A human body has 206 bones, but many of these are repeated. If you have the left femur from a specimen, you don’t need the right to know its dimensions. Strip out all the redundant bones and the total you are left with is 120—what is called a half skeleton. Even by this fairly accommodating standard, and even counting the slightest fragment as a full bone, Lucy constituted only 28 per cent of a half skeleton (and only about 20 per cent of a full one).
About a fifth of Lucy’s bones were found with the skull fragments. (Credit 28.7a)
In The Wisdom of the Bones, Alan Walker recounts how he once asked Johanson how he had come up with a figure of 40 per cent. Johanson breezily replied that he had discounted the 106 bones of the hands and feet—more than half the body’s total, and a fairly important half, too, one would have thought, since Lucy’s principal defining attribute was the use of those hands and feet to deal with a changing world. At all events, rather less is known about Lucy than is generally supposed. It isn’t even actually known that she was a female. Her sex is merely presumed from her diminutive size.
Two years after Lucy’s discovery, at Laetoli in Tanzania Mary Leakey found footprints left by two individuals from—it is thought—the same family of hominids. The prints had been made when two australopithecines had walked through muddy ash following a volcanic eruption. The ash had later hardened, preserving the impressions of their feet for a distance of over 23 metres.
Model of Lucy done by the artist John Gurche. Lucy was slightly over three feet tall and had a brain the size of an orange, but how she moved and lived are matters of dispute. She came from a group known as australopithecines. (Credit 28.8)
The American Museum of Natural History in New York has an absorbing diorama that records the moment of their passing. It depicts life-sized recreations of a male and a female walking side by side across the ancient African plain. They are hairy and chimp-like in dimensions, but have a bearing and gait that suggest humanness. The most striking feature of the display is that the male holds his left arm protectively around the female’s shoulder. It is a tender and affecting gesture, suggestive of close bonding.
The actual footprints, found in Tanzania by Mary Leakey in 1977. (Credit 28.9)
The tableau is presented with such conviction that it is easy to overlook the consideration that virtually everything above the footprints is imaginary Almost every external aspect of the two figures—degree of hairiness, facial appendages (whether they had human noses or chimp noses), expressions, skin colour, size and shape of the female’s breasts—is necessarily suppositional. We can’t even say that they were a couple. The female figure may in fact have been a child. Nor can we be certain that they were australopithecines. They are assumed to be australopithecines because there are no other known candidates.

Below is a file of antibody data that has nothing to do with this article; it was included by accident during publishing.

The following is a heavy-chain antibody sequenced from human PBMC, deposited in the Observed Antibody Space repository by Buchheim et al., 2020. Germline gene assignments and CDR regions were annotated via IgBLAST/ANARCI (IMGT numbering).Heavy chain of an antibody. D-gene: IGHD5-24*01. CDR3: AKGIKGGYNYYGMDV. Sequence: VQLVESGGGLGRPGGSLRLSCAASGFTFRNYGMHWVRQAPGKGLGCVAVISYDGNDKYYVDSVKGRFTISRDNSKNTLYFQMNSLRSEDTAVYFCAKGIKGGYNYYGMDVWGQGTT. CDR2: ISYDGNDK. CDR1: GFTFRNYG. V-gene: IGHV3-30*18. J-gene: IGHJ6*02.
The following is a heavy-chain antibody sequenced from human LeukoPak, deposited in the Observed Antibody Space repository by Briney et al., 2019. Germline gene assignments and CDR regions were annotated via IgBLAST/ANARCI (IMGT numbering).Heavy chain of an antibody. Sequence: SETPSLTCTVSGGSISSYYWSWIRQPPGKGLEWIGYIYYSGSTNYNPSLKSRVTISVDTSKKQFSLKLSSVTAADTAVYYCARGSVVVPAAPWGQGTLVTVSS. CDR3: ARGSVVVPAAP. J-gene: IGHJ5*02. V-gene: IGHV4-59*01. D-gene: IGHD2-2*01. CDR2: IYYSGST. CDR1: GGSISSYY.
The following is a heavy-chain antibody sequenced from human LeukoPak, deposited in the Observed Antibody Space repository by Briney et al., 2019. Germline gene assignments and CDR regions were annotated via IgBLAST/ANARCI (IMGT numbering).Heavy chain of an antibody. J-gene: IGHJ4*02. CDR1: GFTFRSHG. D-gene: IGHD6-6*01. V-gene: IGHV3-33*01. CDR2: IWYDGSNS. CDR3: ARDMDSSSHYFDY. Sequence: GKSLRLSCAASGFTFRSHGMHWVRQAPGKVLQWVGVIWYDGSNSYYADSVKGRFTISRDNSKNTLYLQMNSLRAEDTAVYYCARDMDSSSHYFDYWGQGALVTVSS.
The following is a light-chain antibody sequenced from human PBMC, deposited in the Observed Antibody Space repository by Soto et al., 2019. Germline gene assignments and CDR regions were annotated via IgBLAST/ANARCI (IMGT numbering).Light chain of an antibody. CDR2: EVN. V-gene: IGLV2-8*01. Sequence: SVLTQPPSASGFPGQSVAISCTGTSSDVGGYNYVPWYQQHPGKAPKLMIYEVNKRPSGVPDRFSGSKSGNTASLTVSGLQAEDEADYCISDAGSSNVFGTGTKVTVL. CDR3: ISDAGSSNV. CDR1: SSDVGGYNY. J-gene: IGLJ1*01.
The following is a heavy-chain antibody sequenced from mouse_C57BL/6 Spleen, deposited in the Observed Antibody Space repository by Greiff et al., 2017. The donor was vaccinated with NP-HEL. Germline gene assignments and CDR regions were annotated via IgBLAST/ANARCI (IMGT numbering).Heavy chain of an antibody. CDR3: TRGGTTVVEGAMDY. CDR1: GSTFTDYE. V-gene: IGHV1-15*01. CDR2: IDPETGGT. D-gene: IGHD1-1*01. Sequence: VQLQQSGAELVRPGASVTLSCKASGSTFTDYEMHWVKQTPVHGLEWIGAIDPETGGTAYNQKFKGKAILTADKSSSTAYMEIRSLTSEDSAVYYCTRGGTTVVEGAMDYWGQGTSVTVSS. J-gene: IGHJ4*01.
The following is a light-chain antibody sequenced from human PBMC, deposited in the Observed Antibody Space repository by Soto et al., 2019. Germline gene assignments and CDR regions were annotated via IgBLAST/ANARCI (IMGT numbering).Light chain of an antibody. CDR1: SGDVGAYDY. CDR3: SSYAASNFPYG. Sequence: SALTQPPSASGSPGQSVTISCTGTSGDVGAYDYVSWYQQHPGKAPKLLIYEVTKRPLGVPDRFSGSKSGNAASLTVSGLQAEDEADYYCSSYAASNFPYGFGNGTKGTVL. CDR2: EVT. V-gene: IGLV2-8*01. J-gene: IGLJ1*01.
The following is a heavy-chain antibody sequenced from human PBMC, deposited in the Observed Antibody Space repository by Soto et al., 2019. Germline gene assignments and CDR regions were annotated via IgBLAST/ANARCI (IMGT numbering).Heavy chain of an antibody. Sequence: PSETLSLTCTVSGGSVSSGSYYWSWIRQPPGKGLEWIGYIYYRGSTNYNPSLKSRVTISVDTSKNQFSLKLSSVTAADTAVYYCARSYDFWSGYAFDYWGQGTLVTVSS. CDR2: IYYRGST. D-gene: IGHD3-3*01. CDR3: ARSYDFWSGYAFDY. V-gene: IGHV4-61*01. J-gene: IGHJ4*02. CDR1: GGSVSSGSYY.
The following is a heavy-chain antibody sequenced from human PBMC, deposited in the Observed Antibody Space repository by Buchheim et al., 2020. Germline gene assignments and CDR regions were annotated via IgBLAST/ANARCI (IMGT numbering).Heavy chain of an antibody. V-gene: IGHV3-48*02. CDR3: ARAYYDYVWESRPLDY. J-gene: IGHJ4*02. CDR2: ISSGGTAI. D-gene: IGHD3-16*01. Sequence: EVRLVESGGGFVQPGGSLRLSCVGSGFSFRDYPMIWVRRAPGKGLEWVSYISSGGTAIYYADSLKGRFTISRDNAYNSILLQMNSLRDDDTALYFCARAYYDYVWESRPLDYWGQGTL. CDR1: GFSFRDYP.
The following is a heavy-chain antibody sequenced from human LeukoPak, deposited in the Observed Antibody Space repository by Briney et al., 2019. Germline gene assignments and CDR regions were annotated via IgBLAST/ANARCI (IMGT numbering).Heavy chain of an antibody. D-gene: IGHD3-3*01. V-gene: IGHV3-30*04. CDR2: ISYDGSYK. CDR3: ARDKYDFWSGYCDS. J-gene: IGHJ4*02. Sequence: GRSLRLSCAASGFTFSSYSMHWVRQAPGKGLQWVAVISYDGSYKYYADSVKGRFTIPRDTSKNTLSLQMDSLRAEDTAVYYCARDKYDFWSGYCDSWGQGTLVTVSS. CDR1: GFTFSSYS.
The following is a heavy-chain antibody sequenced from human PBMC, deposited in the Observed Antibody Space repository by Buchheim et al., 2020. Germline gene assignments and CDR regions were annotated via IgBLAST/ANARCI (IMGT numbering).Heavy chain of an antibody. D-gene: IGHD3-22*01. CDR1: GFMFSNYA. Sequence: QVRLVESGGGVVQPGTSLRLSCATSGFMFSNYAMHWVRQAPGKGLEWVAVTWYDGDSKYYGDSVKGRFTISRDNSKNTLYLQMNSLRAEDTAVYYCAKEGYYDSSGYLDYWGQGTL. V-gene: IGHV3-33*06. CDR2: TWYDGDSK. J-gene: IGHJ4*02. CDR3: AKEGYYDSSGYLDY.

I had been told that they were posed like that because during the building of the diorama the female figure kept toppling over, but Ian Tattersall insists with a laugh that the story is untrue. “Obviously we don’t know whether the male had his arm around the female or not, but we do know from the stride measurements that they were walking side by side and close together—close enough to be touching. It was quite an exposed area, so they were probably feeling vulnerable. That’s why we tried to give them slightly worried expressions.”
The American Museum of Natural History’s life-size diorama of two australopithecines, displaced by a volcanic eruption, nervously making their way across open ground where they are vulnerable to attack, leaving footprints in the fresh ash as they go. (Credit 28.10)
I asked him if he was troubled about the amount of licence that was taken in reconstructing the figures. “It’s always a problem in making recreations,” he agreed readily enough. “You wouldn’t believe how much discussion can go into deciding details like whether Neandertals had eyebrows or not. It was just the same for the Laetoli figures. We simply can’t know the details of what they looked like, but we can convey their size and posture and make some reasonable assumptions about their probable appearance. If I had it to do again, I think I might have made them just slightly more apelike and less human. These creatures weren’t humans. They were bipedal apes.”
Until very recently it was assumed that we were descended from Lucy and the Laetoli creatures, but now many authorities aren’t so sure. Although certain physical features (the teeth, for instance) suggest a possible link between us, other parts of the australopithecine anatomy are more troubling. In their book Extinct Humans, Tattersall and Schwartz point out that the upper portion of the human femur is very like that of the apes but not like that of the australopithecines; so if Lucy is in a direct line between apes and modern humans, it means we must have adopted an australopithecine femur for a million years or so, then gone back to an ape femur when we moved on to the next phase of our development. They believe, in fact, that not only was Lucy not our ancestor, she wasn’t even much of a walker.
“Lucy and her kind did not locomote in anything like the modern human fashion,” insists Tattersall. “Only when these hominids had to travel between arboreal habitats would they find themselves walking bipedally, ‘forced’ to do so by their own anatomies.” Johanson doesn’t accept this. “Lucy’s hips and the muscular arrangement of her pelvis,” he has written, “would have made it as hard for her to climb trees as it is for modern humans.”